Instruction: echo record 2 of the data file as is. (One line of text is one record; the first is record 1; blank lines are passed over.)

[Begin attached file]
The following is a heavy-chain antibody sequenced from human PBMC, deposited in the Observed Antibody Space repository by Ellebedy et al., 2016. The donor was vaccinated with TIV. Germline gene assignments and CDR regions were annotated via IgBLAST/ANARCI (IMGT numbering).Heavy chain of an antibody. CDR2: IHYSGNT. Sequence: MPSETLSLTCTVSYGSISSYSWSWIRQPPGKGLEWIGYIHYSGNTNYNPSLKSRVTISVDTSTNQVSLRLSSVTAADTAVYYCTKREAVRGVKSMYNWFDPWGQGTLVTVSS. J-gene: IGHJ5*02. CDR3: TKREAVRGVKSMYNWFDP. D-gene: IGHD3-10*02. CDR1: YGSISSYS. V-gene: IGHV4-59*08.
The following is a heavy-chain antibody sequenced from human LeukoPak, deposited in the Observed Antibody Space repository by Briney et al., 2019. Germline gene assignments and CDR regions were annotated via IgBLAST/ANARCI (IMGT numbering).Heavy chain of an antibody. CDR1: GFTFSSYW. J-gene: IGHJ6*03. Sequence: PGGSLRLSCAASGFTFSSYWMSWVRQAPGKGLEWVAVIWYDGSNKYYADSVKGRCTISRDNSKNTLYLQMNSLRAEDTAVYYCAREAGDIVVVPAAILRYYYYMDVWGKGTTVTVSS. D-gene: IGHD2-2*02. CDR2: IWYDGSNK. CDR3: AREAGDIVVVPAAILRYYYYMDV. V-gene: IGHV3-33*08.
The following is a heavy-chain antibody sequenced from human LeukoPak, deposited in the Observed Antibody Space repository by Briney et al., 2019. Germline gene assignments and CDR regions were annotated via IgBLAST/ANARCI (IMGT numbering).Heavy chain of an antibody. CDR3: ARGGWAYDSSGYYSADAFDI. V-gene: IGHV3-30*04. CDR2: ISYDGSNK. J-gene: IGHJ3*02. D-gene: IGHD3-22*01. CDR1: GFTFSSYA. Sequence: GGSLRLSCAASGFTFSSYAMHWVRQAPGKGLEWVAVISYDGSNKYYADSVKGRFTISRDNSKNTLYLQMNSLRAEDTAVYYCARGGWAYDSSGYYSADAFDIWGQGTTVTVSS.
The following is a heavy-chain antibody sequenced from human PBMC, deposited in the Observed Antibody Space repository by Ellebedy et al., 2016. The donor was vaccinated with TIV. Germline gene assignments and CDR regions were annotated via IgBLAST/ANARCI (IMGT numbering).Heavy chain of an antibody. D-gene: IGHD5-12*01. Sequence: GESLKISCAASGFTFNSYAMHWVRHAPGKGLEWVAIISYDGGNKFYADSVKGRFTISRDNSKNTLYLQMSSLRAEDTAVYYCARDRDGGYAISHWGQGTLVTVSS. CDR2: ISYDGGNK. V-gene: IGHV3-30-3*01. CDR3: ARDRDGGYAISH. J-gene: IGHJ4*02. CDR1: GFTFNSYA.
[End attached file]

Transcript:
The following is a heavy-chain antibody sequenced from human LeukoPak, deposited in the Observed Antibody Space repository by Briney et al., 2019. Germline gene assignments and CDR regions were annotated via IgBLAST/ANARCI (IMGT numbering).Heavy chain of an antibody. CDR1: GFTFSSYW. J-gene: IGHJ6*03. Sequence: PGGSLRLSCAASGFTFSSYWMSWVRQAPGKGLEWVAVIWYDGSNKYYADSVKGRCTISRDNSKNTLYLQMNSLRAEDTAVYYCAREAGDIVVVPAAILRYYYYMDVWGKGTTVTVSS. D-gene: IGHD2-2*02. CDR2: IWYDGSNK. CDR3: AREAGDIVVVPAAILRYYYYMDV. V-gene: IGHV3-33*08.